Set-Builder Notation

Recall that, by definition, $S$ being a set is equivalent to “$x\in S$” being an open sentence. This means that the theory of sets and the theory of logic are basically the same–differing only by notation and perspective. One can exploit this correspondence by using open sentences to define sets. Given an open sentence $P(t)$, we can define the corresponding set $S_P$, which consists of all values $t$ so that $P(t)$ is true. We write $$S_P=\left\{t\middle\vert P(t)\right\}$$ and read aloud “$S_P$ is the set of all $t$ such that $P(t)$.” In other words, $S_P$ is the set so that $x\in S_P$ means exactly $P(x)$. This way of defining sets has the unfortunately puerile name set-builder notation. It’s how most sets in most mathematics texts are defined. By way of example, we’ll rephrase some previous definitions.

Definition.

  • $A^c=\left\{x\middle\vert x\notin A\right\}$
  • $A\cup B= \left\{p\middle\vert p\in A\vee p\in B\right\}$

Activity Complete the list of set operations by giving set-builder descriptions of each of the following set operations.

  • $A\cap B$
  • $A\setminus B$
  • $\left(A\setminus B\right)\cup\left(B\setminus A\right)$
  • $2^B$

Exercise. Consider two sets, $A=\left\{x\middle\vert P(x)\right\}$ and $B=\left\{t\middle\vert Q(t)\right\}$. What can we say about the open sentences $P$ and $Q$ if we know each of the following facts about the sets $A$ and $B$?

  • $A=B$
  • $A\subseteq B$
  • $A=\varnothing$
  • $B$ is the universe

The last exercise referenced the universe, which naturally leads to the question of how to specify the universe in set-builder notation. An even number is an integer which is twice some other integer. So we could write

Definition. \begin{equation*}\left\{n\middle\vert n\in\mathbb{Z}\wedge\exists k:\left(k\in \mathbb{Z}\wedge n=2k\right) \right\}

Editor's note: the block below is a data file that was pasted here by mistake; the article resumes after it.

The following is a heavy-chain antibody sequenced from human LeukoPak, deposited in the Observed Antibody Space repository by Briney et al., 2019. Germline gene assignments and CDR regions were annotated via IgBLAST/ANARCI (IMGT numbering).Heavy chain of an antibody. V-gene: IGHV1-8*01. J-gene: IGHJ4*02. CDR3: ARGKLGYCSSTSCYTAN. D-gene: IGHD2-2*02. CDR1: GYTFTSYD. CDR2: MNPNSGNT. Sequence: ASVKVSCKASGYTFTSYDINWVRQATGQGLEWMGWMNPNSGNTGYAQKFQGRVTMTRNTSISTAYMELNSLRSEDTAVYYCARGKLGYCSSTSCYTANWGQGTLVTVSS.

But the right-hand side (after the pipe symbol $\vert$) is a little crowded. Doing the same trick as we did in, we want to handle the conditions $n\in\mathbb{Z}$ and $k\in\mathbb{Z}$ by changing the universe. We do this as follows:

Definition. The set of even numbers is the set \begin{equation*}\left\{n\in\mathbb{Z}\middle\vert \exists k\in\mathbb{Z}:n=2k\right\}\end{equation*}

We would read this aloud “The set of all integers $n$ such that there is an integer $k$ with $n=2k$.” In this version of set-builder notation, the left-hand side (before the pipe) is about what kind of objects the elements of the set being defined are; the right-hand side gives a condition that describes the set.

There is yet another way to use set-builder notation to define a set, as exemplified:

Definition. \begin{equation*} \left\{2k\middle\vert k\in\mathbb{Z}\right\} \end{equation*}

We would read this aloud “The set of a numbers of the form $2k$, where $k$ is an integer.” Notice that $n$ has disappeared entirely from this version. In this version of set-builder notation, the left-hand side gives the general form of the elements of the set, and the right-hand side tells us which elements of that form actually occur in the set.

Where are the quantifiers?

Learning to let go of your $x$s

An open sentence like $$E(x):\ \ \ \exists k: x=2k$$
has two variables and one quantifier. The two variables are used in quite different ways. First, notice that the only variable that’s eligible for plugging in to $E$ is $x$: we can sensibly ask Is it true that $E(2)$? and Is it true that $E(3)$?. But substituting for $k$ like this:$$\exists 7: x=2\cdot 7$$ yields nonsense.